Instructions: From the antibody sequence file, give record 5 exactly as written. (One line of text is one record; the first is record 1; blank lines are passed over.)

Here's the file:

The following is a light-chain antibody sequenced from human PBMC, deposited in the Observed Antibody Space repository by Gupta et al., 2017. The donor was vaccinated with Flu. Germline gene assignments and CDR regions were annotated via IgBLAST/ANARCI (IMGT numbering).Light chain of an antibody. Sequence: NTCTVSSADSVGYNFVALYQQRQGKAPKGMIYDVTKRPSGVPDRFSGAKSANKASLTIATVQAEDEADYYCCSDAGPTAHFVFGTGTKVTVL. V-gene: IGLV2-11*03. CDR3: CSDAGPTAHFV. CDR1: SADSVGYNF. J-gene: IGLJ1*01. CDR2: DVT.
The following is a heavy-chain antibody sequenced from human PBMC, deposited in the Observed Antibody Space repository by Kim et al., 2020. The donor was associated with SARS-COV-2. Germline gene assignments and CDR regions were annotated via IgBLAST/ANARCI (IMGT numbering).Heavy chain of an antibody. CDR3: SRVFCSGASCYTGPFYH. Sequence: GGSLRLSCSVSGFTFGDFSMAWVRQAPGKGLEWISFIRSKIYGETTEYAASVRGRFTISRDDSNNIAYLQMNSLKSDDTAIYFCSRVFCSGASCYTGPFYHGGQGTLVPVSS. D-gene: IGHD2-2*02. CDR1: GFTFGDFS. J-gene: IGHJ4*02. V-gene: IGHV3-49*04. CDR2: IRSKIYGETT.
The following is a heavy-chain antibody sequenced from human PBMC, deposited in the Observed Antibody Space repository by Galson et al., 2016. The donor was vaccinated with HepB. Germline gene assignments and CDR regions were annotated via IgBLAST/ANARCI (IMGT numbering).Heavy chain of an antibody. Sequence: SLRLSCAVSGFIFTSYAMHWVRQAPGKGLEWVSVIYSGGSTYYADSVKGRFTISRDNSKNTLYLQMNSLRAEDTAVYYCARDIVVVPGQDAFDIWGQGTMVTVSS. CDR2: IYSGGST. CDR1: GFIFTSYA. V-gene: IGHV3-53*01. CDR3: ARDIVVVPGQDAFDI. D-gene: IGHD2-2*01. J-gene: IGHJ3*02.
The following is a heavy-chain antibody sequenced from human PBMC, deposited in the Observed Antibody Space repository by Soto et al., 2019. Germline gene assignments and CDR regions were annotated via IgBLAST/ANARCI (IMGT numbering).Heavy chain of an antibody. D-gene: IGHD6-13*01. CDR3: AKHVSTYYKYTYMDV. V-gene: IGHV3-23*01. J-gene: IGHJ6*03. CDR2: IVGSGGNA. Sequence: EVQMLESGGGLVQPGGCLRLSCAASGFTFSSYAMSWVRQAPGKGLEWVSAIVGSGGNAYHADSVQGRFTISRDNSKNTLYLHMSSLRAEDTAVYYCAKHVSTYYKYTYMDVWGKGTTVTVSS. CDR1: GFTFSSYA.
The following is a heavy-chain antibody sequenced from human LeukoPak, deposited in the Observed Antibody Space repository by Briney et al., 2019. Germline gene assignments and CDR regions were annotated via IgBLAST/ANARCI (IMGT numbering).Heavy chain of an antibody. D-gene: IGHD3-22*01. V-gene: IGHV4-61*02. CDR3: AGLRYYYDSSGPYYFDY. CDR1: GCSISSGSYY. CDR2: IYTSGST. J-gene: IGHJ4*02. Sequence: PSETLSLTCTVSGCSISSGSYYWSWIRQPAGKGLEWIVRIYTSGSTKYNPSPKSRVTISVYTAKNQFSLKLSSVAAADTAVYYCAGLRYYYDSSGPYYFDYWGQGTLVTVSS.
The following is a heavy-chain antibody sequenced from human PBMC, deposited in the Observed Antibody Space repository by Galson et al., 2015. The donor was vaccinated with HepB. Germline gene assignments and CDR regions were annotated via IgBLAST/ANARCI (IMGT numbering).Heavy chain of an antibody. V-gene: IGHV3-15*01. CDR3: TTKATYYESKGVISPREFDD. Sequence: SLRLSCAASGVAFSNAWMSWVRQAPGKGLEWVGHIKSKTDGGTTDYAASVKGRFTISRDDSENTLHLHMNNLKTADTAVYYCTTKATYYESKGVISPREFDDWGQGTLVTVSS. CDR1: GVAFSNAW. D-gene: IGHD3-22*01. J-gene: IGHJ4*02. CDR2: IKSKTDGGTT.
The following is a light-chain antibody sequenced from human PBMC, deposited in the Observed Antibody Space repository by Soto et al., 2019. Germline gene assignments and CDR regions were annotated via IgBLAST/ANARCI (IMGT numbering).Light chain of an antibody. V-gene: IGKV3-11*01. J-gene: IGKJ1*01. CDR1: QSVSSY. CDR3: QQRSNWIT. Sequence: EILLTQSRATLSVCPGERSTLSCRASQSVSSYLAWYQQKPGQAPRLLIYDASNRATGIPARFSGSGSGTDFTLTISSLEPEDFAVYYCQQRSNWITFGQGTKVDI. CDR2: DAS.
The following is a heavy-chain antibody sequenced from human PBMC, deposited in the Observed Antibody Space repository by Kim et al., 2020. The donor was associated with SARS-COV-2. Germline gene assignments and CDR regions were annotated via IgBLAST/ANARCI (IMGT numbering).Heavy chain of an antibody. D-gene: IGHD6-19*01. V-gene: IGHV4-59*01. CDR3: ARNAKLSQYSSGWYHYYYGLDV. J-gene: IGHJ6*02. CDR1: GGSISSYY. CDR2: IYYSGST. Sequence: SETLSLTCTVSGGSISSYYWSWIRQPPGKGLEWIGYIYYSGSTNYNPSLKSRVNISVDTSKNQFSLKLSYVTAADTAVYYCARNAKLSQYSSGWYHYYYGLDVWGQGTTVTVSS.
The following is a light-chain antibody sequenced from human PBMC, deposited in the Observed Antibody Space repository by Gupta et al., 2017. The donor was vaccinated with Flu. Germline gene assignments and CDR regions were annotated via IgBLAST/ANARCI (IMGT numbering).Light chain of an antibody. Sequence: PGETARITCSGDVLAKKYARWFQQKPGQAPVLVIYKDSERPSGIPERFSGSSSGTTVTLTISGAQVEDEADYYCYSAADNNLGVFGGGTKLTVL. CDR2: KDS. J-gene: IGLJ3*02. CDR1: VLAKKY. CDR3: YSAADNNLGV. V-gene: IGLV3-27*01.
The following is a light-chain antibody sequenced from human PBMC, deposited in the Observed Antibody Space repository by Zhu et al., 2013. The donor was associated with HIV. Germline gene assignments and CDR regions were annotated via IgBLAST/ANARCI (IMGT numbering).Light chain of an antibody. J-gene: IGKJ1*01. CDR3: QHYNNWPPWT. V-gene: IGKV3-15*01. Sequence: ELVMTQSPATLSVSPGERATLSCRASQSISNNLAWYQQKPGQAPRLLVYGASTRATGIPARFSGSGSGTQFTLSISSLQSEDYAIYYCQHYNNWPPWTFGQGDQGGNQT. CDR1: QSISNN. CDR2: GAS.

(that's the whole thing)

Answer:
The following is a heavy-chain antibody sequenced from human LeukoPak, deposited in the Observed Antibody Space repository by Briney et al., 2019. Germline gene assignments and CDR regions were annotated via IgBLAST/ANARCI (IMGT numbering).Heavy chain of an antibody. D-gene: IGHD3-22*01. V-gene: IGHV4-61*02. CDR3: AGLRYYYDSSGPYYFDY. CDR1: GCSISSGSYY. CDR2: IYTSGST. J-gene: IGHJ4*02. Sequence: PSETLSLTCTVSGCSISSGSYYWSWIRQPAGKGLEWIVRIYTSGSTKYNPSPKSRVTISVYTAKNQFSLKLSSVAAADTAVYYCAGLRYYYDSSGPYYFDYWGQGTLVTVSS.